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Greek Mythology in Art: Cy Twombly's Leda and the Swan

In Greek Mythology, Leda, the daughter of King Thestius of Pleuron, was renowned for her striking beauty. Her beauty captured the gaze of Zeus, who observed her elegance from Mount Olympus. Taken by his desire, Zeus transformed himself into an exquisite swan. He approached Leda and, in disguise of the swan lay beside her and impregnated her.

Leda would also lay with her husband, Tyndareus, on the same day. Leda's significance in Greek mythology waned after she bore Zeus's child, and she is scarcely mentioned in other tales. Meanwhile, her husband, the King of Sparta's story extended through many years.

Remarkably, Leda and her illegitimate children faced no retribution from the goddess, Hera, who usually sought revenge. However, this violation ultimately triggered the Trojan War due to Leda's daughter Helen.

The story of Leda and Zeus remains a compelling Greek myth as many artists have used its iconic imagery. Cy Twombly's, Leda and the Swan, is acclaimed to be one of the most exciting representations of the well-known tale.

Cy Twombly, Leda and the Swan, (190.5 x 200 cm), oil, pencil and crayon on canvas, Rome, 1962.

Courtesy of MoMA

In 1962, Cy Twombly created six renditions of the myth in a baroque and abstract style. One of these paintings, titled, Leda and the Swan, 1962, achieved a remarkable auction price of almost 53 million dollars in 2017.

The painting focuses on one of the most enduring themes in art history: the seduction of Leda, the wife of King Tyndareus of Sparta, by the god Zeus, disguised as a swan.

This mixed-media canvas was crafted using a combination of pencil, crayon, and oil paint. The painting showcases the artist's iconic gestural application which utilizes his hands, brushes, and even sticks. Within the work, the viewer can spot imagery that is loaded with layers of symbolism and references such as hearts, a phallus, and a window. If that's not enough buried under layers of paint is the inscription, "Leda + the Swan."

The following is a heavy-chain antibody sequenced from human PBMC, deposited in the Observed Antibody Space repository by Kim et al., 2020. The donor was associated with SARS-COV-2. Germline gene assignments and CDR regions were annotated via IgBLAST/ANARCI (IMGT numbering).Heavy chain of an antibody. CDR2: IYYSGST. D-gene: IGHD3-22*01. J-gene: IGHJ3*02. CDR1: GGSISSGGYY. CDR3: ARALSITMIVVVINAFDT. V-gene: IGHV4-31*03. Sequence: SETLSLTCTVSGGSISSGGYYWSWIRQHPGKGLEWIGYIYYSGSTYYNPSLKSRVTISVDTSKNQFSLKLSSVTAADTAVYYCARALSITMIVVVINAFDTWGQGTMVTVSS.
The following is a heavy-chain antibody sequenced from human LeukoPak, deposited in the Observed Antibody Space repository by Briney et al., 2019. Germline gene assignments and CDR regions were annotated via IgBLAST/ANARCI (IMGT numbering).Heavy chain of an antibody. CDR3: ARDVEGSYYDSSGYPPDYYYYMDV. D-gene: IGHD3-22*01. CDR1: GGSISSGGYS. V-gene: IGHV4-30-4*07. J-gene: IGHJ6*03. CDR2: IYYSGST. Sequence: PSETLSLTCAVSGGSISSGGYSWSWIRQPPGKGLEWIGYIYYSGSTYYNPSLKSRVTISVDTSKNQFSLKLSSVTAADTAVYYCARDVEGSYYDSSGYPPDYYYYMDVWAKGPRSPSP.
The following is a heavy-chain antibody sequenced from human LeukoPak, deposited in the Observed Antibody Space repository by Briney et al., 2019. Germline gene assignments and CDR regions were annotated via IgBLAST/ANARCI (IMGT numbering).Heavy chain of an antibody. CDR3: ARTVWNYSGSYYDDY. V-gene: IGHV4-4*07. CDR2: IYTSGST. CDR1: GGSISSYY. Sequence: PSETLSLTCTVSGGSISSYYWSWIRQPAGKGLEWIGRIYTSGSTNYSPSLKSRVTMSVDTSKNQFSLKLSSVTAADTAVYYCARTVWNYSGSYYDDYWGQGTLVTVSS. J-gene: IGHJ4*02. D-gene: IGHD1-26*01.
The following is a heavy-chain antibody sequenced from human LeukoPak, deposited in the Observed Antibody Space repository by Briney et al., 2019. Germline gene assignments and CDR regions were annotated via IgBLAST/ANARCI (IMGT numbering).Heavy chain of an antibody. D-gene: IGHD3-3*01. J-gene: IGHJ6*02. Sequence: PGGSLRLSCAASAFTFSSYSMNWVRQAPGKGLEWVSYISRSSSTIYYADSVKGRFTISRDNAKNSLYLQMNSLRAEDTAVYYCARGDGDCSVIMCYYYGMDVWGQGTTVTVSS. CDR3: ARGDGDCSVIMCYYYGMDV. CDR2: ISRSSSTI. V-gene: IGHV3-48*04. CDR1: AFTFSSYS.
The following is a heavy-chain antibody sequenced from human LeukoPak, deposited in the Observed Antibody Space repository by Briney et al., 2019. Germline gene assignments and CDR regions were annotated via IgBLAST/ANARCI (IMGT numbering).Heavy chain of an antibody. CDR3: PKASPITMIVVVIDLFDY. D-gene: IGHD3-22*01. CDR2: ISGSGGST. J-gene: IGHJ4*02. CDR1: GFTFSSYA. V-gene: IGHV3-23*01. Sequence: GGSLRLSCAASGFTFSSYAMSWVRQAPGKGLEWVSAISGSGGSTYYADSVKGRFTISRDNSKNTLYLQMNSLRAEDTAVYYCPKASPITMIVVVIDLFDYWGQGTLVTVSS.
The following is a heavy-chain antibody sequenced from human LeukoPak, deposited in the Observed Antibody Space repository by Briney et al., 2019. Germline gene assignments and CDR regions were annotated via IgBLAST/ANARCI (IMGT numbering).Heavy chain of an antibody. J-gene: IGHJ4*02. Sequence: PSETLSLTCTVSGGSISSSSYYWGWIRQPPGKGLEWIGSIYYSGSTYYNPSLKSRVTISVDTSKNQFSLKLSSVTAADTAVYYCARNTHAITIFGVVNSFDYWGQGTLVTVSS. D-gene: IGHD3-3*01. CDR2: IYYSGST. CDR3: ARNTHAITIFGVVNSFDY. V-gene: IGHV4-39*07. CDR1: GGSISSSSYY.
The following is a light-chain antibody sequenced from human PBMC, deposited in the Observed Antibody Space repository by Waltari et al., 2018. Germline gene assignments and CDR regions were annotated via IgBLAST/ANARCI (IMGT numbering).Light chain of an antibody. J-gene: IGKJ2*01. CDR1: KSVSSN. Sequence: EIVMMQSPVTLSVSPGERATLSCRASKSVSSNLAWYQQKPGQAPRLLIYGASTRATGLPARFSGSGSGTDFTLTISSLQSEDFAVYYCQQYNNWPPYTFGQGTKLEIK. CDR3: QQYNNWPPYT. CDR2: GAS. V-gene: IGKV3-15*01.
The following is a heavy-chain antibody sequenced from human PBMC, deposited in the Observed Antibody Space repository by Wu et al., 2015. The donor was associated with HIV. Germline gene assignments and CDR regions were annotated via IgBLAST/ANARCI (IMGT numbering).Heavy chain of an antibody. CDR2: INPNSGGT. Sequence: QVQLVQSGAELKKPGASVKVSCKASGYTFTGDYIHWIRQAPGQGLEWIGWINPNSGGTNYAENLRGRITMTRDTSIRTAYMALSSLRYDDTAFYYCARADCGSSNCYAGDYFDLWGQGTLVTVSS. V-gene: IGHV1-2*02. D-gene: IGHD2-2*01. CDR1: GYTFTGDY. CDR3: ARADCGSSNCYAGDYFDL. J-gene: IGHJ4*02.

The size of this artwork echoed a mural which captivated many Abstract Expressionists, who are known for their grand scales that surpass the typical easel paintings.

Cy Twombly, Leda and the Swan, (190.5 x 200 cm), oil, pencil and crayon on canvas, Rome, 1962.

Courtesy of MoMA

Throughout his work, Twombly stands out as a painter of his era as he maintains a consistent connection to the aesthetics of graffiti. Twombly's signature scrawled calligraphic markings might bring to mind the automatic writing of Surrealism, a legacy passed down through Abstract Expressionism. Moreover, these markings evoke the ancient scratches and scribbles that adorn the walls of Rome, his residence from 1957 onward. Rome significantly influenced Twombly, as it fueled his fascination with classical antiquity.

In particular, he drew upon this story of, Leda and the Swan. Twombly's interpretation of this historical theme is a refreshing take on the typical representational depictions. Instead, it manifests as the passion and energies depicted through fervently overlapping materials and symbolic images.

In addition to Leda and the Swan, Twombly completed ten expansive canvases titled "50 Days at Liam," drawing inspiration from Alexander Pope's translation of Homer's Iliad. These pieces were executed using oil, oil crayon, and pencil, portraying the tragic fall of Troy.


Homer, The Iliad.


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